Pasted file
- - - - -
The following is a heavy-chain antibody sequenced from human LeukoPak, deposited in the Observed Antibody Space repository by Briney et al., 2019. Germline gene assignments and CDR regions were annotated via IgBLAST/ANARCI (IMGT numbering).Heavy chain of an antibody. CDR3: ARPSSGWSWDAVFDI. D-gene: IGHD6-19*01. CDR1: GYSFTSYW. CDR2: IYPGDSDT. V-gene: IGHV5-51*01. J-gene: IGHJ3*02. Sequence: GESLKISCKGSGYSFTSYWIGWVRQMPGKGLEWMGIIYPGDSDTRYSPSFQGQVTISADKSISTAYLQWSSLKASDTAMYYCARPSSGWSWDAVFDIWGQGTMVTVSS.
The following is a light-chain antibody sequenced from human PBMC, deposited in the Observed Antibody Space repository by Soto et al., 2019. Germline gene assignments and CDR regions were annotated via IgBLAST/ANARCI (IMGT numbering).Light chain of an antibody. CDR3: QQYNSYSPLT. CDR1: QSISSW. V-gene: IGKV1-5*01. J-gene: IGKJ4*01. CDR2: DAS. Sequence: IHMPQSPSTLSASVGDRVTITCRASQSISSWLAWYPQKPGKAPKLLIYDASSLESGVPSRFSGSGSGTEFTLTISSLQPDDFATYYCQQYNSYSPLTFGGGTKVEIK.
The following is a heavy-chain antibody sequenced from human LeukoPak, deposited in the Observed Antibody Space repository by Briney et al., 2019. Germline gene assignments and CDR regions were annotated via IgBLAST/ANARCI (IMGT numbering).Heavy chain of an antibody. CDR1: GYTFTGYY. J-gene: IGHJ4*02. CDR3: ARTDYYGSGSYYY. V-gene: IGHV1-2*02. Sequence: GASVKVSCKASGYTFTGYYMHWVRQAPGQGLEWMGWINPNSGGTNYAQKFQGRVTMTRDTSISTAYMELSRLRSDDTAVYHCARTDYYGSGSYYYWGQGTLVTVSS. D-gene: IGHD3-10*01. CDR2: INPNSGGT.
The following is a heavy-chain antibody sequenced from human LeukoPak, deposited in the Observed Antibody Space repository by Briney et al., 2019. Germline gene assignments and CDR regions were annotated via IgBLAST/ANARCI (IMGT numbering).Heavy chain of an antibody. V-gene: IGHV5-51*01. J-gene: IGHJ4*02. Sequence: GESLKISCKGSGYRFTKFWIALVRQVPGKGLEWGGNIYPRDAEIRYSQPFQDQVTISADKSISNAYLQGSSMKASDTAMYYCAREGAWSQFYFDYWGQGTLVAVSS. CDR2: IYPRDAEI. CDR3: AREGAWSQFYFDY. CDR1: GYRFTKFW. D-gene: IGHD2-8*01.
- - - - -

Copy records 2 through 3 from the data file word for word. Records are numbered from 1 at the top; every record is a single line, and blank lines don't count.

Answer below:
The following is a light-chain antibody sequenced from human PBMC, deposited in the Observed Antibody Space repository by Soto et al., 2019. Germline gene assignments and CDR regions were annotated via IgBLAST/ANARCI (IMGT numbering).Light chain of an antibody. CDR3: QQYNSYSPLT. CDR1: QSISSW. V-gene: IGKV1-5*01. J-gene: IGKJ4*01. CDR2: DAS. Sequence: IHMPQSPSTLSASVGDRVTITCRASQSISSWLAWYPQKPGKAPKLLIYDASSLESGVPSRFSGSGSGTEFTLTISSLQPDDFATYYCQQYNSYSPLTFGGGTKVEIK.
The following is a heavy-chain antibody sequenced from human LeukoPak, deposited in the Observed Antibody Space repository by Briney et al., 2019. Germline gene assignments and CDR regions were annotated via IgBLAST/ANARCI (IMGT numbering).Heavy chain of an antibody. CDR1: GYTFTGYY. J-gene: IGHJ4*02. CDR3: ARTDYYGSGSYYY. V-gene: IGHV1-2*02. Sequence: GASVKVSCKASGYTFTGYYMHWVRQAPGQGLEWMGWINPNSGGTNYAQKFQGRVTMTRDTSISTAYMELSRLRSDDTAVYHCARTDYYGSGSYYYWGQGTLVTVSS. D-gene: IGHD3-10*01. CDR2: INPNSGGT.